I attended a meeting with Mr Harris prior to the introduction of the recent new services in Springwell Village in which residents' concerns were put to him. Since the introduction of the new services I wrote to him more than two months ago, telling him of the problems residents were experiencing and have yet received no reply. I emailed customer services two weeks later with further complaints and was assured that they had been passed on to him personally and again two weeks after that and what a surprise ( no reply (other residents have contacted customer services as well and hardly any have had a response).
I am glad he has found time to respond to your articles but I am very disappointed that myself and other residents have not had the same courtesy.
He has told the residents' committee that he is to re-introduce an evening and Sunday express service to help alleviate some problems and that every household will receive a questionnaire to give their views, to enable him to review future services.
This questionnaire was promised faithfully by the end of September but has never arrived and then, because of problems, by the end of last week and you've guessed it no sign!
Mr Harris seems a decent man, with a difficult job, but the time he has spent defending his company to newspapers would be better spent ensuring that his customers' views are listened to, replied to and whenever possible acted upon.
Maybe then his company would regain some of the respect lost over recent months and stop the decline in passenger numbers.
CHRISTINE CAVANAGH Springwell Village, Gateshead
Public inquiry call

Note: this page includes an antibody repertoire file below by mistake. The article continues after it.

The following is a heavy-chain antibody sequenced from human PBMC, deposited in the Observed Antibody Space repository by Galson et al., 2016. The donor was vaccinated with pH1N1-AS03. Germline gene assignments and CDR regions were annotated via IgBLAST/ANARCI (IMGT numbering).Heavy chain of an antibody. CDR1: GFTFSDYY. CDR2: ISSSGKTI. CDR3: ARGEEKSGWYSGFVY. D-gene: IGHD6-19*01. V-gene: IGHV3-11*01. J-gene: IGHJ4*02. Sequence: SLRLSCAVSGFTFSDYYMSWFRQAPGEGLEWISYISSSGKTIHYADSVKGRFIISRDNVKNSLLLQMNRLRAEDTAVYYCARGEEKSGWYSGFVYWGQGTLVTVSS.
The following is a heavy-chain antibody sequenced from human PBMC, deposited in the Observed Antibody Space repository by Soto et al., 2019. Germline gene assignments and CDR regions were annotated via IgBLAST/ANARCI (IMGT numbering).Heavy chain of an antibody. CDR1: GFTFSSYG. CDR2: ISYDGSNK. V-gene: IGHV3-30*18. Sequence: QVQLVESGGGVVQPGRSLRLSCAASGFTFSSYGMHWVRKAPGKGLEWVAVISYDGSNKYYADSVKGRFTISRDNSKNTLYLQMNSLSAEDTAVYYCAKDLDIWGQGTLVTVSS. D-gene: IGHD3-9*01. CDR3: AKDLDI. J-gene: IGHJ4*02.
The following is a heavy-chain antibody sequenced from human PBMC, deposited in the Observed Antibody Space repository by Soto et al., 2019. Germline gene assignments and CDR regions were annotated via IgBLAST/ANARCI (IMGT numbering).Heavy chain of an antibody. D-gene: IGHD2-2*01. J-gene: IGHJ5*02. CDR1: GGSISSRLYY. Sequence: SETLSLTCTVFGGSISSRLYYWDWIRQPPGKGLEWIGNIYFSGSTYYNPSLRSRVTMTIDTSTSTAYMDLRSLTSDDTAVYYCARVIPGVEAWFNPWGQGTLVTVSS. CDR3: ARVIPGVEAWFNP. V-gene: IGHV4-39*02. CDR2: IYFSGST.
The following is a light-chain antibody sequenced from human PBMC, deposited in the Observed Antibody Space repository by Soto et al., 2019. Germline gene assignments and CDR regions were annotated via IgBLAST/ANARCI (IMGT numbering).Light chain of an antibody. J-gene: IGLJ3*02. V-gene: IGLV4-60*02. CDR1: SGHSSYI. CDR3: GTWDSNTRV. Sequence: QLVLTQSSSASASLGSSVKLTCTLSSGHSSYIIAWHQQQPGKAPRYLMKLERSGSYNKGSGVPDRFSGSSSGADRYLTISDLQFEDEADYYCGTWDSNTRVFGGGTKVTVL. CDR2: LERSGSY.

THERE has been one inquiry after another into the death of Princess Diana. Surely the British public deserve just one public inquiry into the mysterious death of David Kelly, the weapons expert.
Gordon Tomlinson, Seaham.
Nominations wanted for worst clamper
THE RAC Foundation is campaigning to change the law on wheel clamping on private land, so that motorists can no longer be preyed on by clamping firms who impose outrageous fines in the most dubious of circumstances.
To help make the case for change, we have opened nominations for our annual national search for the UK's worst clamper. The winner will become the recipient of the notorious "Dick Turpin" award for being the modern day equivalent of a highway robber. Previous winners have included a Yorkshire wheel clamper who was nominated for immobilising a car while the driver was asleep in the vehicle; and a London clamper who was found to be charging pounds 435 to return a car once it had been towed away.
Although it has been a criminal offence to clamp vehicles on private land in England and Wales England and Wales are both constituent countries of the United Kingdom, that together share a single legal system: English law. Legislatively, England and Wales are treated as a single unit (see State (law)) for the conflict of laws. without a Security Industry Authority licence since 2005, the law does not set a limit on the fees which clampers charge; nor is there any statutory regulation on the size or readability of signs, nor is there an independent tribunal to hear appeals. Motorists who are coerced into paying extortionate fines suffer great distress, and have no means of redress other than court action.
We believe that this must change. We are asking MPs to call on the Government to reconsider the need for statutory regulation and a proper appeals system, like the one for parking tickets issued by councils. To help us make the case for change, the RAC Foundation would like to invite readers of The Journal, Newcastle, to contact us with their clamping nightmare stories. Such case studies will be used to establish the worst clamper in the country. A potential award for "the clamper with a heart" will go to the clamper who has not lived up to their cowboy reputation and shown some compassion towards a member of the public.
We are not expecting many entries for the award for clamper with a heart. Please send your nominations to us at cowboyclampers@ racfoundation.co.uk where they will be judged and one individual will win the infamous title of UK's worst clamper.
Sheila Rainger, Campaigns Manager, RAC Foundation